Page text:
Domestic violence / abuse
If you are being threatened, abused or hurt by someone in your household, you are experiencing domestic violence. Housing is one of the most important issues you will need to address and there are a number of options available to you.
I want to stay in my home
Whatever your living arrangements, whether you are a tenant, owner-occupier or if you are living with a partner who is a tenant or owner occupier, you may be able take action to stop the violent person from entering the family home. If you are entitled to do this, you can apply to either the Magistrates' or County Court for an injunction. If he or she does not keep to the terms of the injunction, they could be committing a criminal offence and may be arrested.
Housing Association tenants
If you are a tenant of a Housing Association who is experiencing domestic violence, your Housing Officer may be able to help you stay in your home and exclude the perpetrator from the property. You can speak to your Housing Officer in confidence about the problems you are experiencing and they will explain your options to you. Alternatively, contact Welsh Womens Aid or the Dyn Project for men.
Private tenants / owner occupiers
If you are a tenant of a private landlord or you or your partner are an owner occupier, you may still be able to get an injunction to keep the violent person away from your home. For further help and / or information, contact a solicitor, alternatively, contact Welsh Womens Aid or the Dyn Project for men.
I want to leave
If you need to leave the family home, you can apply to the Council as a homeless person. The Council has a duty to ensure that there is accommodation available to you while they are investigating your circumstances.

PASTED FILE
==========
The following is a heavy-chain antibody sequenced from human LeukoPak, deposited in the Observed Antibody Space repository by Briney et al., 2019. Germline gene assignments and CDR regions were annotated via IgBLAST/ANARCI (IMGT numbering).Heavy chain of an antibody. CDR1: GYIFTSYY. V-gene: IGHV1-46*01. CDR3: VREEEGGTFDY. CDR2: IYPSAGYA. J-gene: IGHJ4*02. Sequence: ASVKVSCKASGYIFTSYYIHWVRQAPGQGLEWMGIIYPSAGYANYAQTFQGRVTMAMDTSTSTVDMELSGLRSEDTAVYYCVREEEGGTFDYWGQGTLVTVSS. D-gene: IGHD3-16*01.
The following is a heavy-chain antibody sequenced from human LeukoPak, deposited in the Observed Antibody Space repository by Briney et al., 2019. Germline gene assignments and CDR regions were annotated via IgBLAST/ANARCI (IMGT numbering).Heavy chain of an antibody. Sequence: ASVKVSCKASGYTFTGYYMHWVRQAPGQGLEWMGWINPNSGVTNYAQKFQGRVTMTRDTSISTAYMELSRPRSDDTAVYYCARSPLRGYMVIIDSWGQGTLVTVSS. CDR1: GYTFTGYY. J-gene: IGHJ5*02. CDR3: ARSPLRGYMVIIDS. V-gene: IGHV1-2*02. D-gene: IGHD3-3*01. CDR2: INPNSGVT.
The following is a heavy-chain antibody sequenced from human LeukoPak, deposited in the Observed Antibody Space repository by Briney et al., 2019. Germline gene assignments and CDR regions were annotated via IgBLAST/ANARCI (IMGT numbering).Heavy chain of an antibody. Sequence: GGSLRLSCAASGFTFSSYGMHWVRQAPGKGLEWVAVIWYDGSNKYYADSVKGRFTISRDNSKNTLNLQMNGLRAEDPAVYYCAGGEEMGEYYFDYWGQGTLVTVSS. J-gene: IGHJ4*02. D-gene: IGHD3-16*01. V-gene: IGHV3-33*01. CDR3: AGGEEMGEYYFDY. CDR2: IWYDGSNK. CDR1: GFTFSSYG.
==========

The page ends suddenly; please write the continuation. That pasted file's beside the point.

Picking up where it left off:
You can apply to any Council and you do not have to have any particular link with that area. This is to ensure that someone who has experienced domestic violence does not need to remain in the same area where the violent person is living.
The Council will probably ask you for information supporting your claim that you have experienced domestic violence. You will also need proof of your identity and previous address. Supporting evidence could consist of police reports, GP report and statements from friends or associates. However, as many women have to leave in a hurry and may be unable to bring the correct documents with them, and/or they may not have any supporting evidence, their application will still be considered.
The Council will not contact the person who has been violent if it will put you in danger.
The Council may advise you of the option of remaining in your home and getting an injunction (see above), however you are under no obligation to consider this option if it would expose you to risk or danger.
For many, the first point of call after experiencing domestic violence is a refuge. These are houses set up by staff who provide a safe space and temporary accommodation for people who are fleeing domestic violence. A number of different families will live in a refuge at one time. Each family will usually live in one large room and share the bathroom, toilet, kitchen and living room facilities.
The locations of refuges are kept secret to ensure the safety of the occupants. Staff working at refuges provide advice and support to the women and men living there. They can also refer women and men to counsellors, solicitors and advice services. To find out about refuge accommodation contact Welsh Womens Aid or the Dyn Project for men.
The first step you need to take is to contact Support People Team
Supporting People Unit
Phone: 01286 682603